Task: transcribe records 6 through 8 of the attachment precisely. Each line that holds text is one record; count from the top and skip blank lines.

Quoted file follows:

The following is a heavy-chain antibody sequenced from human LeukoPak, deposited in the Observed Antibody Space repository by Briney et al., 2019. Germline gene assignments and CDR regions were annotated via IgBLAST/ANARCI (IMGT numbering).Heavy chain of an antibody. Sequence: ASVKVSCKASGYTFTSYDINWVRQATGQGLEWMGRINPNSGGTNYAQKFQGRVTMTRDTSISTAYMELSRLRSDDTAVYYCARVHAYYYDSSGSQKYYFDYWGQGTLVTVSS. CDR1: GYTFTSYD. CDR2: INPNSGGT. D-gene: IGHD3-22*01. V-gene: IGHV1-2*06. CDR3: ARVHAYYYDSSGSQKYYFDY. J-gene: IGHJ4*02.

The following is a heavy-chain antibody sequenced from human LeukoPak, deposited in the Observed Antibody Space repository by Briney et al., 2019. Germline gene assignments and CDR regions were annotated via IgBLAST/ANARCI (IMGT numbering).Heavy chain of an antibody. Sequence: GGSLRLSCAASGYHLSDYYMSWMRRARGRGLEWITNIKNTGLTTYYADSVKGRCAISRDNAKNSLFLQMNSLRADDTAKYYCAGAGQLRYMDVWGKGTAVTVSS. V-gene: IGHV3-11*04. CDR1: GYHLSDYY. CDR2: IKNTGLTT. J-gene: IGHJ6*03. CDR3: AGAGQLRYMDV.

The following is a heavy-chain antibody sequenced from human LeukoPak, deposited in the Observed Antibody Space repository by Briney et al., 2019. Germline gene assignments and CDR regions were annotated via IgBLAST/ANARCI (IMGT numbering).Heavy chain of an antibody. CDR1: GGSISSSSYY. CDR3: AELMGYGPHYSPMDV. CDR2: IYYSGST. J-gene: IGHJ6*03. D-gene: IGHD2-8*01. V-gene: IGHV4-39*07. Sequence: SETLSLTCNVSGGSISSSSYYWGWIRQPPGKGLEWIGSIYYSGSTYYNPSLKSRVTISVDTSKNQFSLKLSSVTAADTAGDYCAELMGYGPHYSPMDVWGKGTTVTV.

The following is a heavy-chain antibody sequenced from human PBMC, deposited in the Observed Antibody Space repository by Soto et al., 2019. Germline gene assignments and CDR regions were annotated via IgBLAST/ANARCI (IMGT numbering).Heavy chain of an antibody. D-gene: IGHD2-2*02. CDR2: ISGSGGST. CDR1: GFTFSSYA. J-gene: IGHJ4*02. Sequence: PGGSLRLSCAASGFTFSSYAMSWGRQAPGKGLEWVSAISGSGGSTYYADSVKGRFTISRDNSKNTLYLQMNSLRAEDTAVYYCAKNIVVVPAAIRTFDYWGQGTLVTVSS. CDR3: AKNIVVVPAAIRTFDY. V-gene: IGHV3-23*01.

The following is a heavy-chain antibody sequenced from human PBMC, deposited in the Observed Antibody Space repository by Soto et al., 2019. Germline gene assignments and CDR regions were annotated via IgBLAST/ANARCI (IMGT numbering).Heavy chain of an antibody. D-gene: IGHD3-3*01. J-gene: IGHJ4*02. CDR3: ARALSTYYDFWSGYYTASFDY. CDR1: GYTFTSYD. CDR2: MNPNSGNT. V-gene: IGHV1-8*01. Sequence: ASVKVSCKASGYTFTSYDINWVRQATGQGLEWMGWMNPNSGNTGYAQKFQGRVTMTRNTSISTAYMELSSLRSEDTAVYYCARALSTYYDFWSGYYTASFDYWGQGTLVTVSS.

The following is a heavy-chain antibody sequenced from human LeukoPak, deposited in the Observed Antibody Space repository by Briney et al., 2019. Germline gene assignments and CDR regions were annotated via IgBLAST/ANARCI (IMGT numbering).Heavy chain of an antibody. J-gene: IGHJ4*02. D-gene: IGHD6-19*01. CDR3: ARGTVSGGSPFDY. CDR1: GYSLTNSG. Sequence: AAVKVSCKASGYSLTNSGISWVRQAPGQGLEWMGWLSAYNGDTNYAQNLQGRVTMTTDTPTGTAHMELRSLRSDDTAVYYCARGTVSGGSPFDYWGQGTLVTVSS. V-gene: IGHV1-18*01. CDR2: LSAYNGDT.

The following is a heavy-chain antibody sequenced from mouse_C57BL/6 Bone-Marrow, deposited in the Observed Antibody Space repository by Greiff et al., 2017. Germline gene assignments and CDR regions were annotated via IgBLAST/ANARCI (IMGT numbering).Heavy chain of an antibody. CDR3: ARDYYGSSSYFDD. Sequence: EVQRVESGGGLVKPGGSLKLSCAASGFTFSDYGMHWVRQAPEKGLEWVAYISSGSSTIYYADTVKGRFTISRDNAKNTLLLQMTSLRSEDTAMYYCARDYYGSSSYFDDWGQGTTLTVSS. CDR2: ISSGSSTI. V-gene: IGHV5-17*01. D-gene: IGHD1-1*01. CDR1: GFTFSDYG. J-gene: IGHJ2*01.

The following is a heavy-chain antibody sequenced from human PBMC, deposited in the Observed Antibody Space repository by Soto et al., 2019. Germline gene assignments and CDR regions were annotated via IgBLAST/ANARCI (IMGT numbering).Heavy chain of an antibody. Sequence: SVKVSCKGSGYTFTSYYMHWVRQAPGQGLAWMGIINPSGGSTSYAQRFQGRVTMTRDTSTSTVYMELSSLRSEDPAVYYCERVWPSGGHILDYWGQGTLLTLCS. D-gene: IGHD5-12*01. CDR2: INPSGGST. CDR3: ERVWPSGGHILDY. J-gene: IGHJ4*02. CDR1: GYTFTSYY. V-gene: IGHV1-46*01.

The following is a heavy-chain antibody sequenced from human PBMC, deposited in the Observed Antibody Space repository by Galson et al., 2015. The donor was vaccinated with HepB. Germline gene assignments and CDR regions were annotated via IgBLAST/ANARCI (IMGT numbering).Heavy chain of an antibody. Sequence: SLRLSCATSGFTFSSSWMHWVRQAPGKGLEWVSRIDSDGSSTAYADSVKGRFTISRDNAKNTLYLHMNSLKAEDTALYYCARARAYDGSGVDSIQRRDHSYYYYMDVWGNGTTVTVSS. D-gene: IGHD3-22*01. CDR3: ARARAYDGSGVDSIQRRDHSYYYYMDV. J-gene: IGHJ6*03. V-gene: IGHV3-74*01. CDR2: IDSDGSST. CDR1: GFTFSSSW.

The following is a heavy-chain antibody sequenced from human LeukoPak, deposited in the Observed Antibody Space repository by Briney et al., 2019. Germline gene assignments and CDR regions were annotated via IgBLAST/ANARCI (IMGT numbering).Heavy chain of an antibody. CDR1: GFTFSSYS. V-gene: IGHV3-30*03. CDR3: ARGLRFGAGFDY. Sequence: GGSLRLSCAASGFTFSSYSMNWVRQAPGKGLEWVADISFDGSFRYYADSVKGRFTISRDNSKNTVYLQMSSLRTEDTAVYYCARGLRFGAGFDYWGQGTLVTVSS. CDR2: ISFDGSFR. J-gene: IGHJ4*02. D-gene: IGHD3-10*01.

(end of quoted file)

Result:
The following is a heavy-chain antibody sequenced from human LeukoPak, deposited in the Observed Antibody Space repository by Briney et al., 2019. Germline gene assignments and CDR regions were annotated via IgBLAST/ANARCI (IMGT numbering).Heavy chain of an antibody. J-gene: IGHJ4*02. D-gene: IGHD6-19*01. CDR3: ARGTVSGGSPFDY. CDR1: GYSLTNSG. Sequence: AAVKVSCKASGYSLTNSGISWVRQAPGQGLEWMGWLSAYNGDTNYAQNLQGRVTMTTDTPTGTAHMELRSLRSDDTAVYYCARGTVSGGSPFDYWGQGTLVTVSS. V-gene: IGHV1-18*01. CDR2: LSAYNGDT.

The following is a heavy-chain antibody sequenced from mouse_C57BL/6 Bone-Marrow, deposited in the Observed Antibody Space repository by Greiff et al., 2017. Germline gene assignments and CDR regions were annotated via IgBLAST/ANARCI (IMGT numbering).Heavy chain of an antibody. CDR3: ARDYYGSSSYFDD. Sequence: EVQRVESGGGLVKPGGSLKLSCAASGFTFSDYGMHWVRQAPEKGLEWVAYISSGSSTIYYADTVKGRFTISRDNAKNTLLLQMTSLRSEDTAMYYCARDYYGSSSYFDDWGQGTTLTVSS. CDR2: ISSGSSTI. V-gene: IGHV5-17*01. D-gene: IGHD1-1*01. CDR1: GFTFSDYG. J-gene: IGHJ2*01.

The following is a heavy-chain antibody sequenced from human PBMC, deposited in the Observed Antibody Space repository by Soto et al., 2019. Germline gene assignments and CDR regions were annotated via IgBLAST/ANARCI (IMGT numbering).Heavy chain of an antibody. Sequence: SVKVSCKGSGYTFTSYYMHWVRQAPGQGLAWMGIINPSGGSTSYAQRFQGRVTMTRDTSTSTVYMELSSLRSEDPAVYYCERVWPSGGHILDYWGQGTLLTLCS. D-gene: IGHD5-12*01. CDR2: INPSGGST. CDR3: ERVWPSGGHILDY. J-gene: IGHJ4*02. CDR1: GYTFTSYY. V-gene: IGHV1-46*01.